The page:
The values I chose for appliances where you didn't supply wattage numbers for are the defaults I use. Another electrician will undoubtedly use different numbers but generally those numbers are good for unknowns give or take a 1000W.

I get a minimum service ampacity of 108.3A using my defaults. Legally (in BC anyways, your province might be different) an electrician isn't required to accommodate future draws in a house calculation so they could get away with specing a 100A service by dropping the hot tub or choosing different values for the amp draw of the A/C and Dryer (and it's entirely possible that the plate values of the draw of those two things are less than I guessed.

However I believe that not including the hot tub in the calculation would be a disservice to a customer who has a clear intention to add one in the near future. And even lowering the guesstimated wattages by a 1000W each only drops the calculated draw to 96A; a lot closer to the 100A limit of a main breaker than I like to get.

So if it was me I'd strongly suggest to my customer to go with more than a 100A service. In fact I'd recommend going straight to 200A in most cases because the difference in price is essentially only the increased cost of the wire from the mast head to the panel as the labour, hydro charges, and, practically speaking, panel cost are the same but it allows for future growth like say a detached workshop, a suite, or an electric car charging station.

The only real drawback is the 200A panel must be a minimum of 40 circuits which is physically larger than the 24 and 30 circuit minimums at 100A and 125A respectfully. However, IMO, the code minimum sizes are woefully inadequate for smaller panels considering all the special breakers and circuits required in a modern house (AFCIs, GFI and individual circuits for fridges, exterior plugs, deck plugs, and only two plugs per kitchen circuit etc.) so the larger panel is actually desirable in it's own right.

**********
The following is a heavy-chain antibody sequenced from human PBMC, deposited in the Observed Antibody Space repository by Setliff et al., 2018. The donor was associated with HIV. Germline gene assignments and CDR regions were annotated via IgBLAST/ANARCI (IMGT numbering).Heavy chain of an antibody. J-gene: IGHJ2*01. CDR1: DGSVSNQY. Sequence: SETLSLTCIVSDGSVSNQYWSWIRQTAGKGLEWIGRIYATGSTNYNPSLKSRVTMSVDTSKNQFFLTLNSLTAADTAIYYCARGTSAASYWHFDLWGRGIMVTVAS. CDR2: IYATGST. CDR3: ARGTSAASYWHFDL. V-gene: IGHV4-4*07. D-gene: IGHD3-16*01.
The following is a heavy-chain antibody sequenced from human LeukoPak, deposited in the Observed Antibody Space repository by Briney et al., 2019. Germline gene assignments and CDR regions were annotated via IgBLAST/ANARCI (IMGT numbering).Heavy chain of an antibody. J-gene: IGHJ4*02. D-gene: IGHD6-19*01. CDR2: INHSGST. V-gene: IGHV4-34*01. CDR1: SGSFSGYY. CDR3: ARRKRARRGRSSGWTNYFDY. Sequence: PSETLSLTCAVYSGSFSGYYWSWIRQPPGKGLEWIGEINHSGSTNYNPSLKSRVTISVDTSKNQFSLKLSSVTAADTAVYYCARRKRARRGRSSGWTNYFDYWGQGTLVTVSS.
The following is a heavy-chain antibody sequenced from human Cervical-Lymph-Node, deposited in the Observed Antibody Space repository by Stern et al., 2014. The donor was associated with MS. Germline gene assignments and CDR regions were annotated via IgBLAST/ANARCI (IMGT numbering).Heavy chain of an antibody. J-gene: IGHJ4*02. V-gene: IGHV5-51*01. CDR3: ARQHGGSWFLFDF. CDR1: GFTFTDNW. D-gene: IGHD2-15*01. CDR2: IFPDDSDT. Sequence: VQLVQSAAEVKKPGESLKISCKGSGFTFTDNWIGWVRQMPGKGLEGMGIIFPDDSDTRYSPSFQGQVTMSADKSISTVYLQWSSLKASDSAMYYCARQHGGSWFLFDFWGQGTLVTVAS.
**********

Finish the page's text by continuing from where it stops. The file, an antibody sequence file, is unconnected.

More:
TL;DR: Go with the 125A and consider 200A.

PS: the sub panel is a cheap way of getting more circuits but doesn't get you any more power.
posted by Mitheral at 6:58 PM on September 15, 2012 [2 favorites]

We just upgraded a house from 100 amp to 200 amp, but the power drop from our provider was already adequate for this. It cost us about 2000 extra, since we have an external shop, electric hot water, dryer and wanted electric wall heaters upstairs (since we were on plug in heaters for that). PLan ahead and eat the extra cost. It is worth it and makes the house easier to sell (not necessarily more valuable since most buyers expect 200 amp service as standard now). It also makes the house a lot safer for things like, you know fires. An overloaded service panel can be dangerous (although modern safety features are pretty damn good). and spending a little extra now can save a whole other install at full price later-go with 200 amps.
posted by bartonlong at 8:16 PM on September 15, 2012

Response by poster: Thanks Mitheral. I'm leaning towards the 125amp upgrade. Unfortunately going to 200amp would cost a small fortune since all our neighbourhood has underground wiring. It would be at least 30-40 feet to the transformer.
posted by smcniven at 8:54 PM on September 15, 2012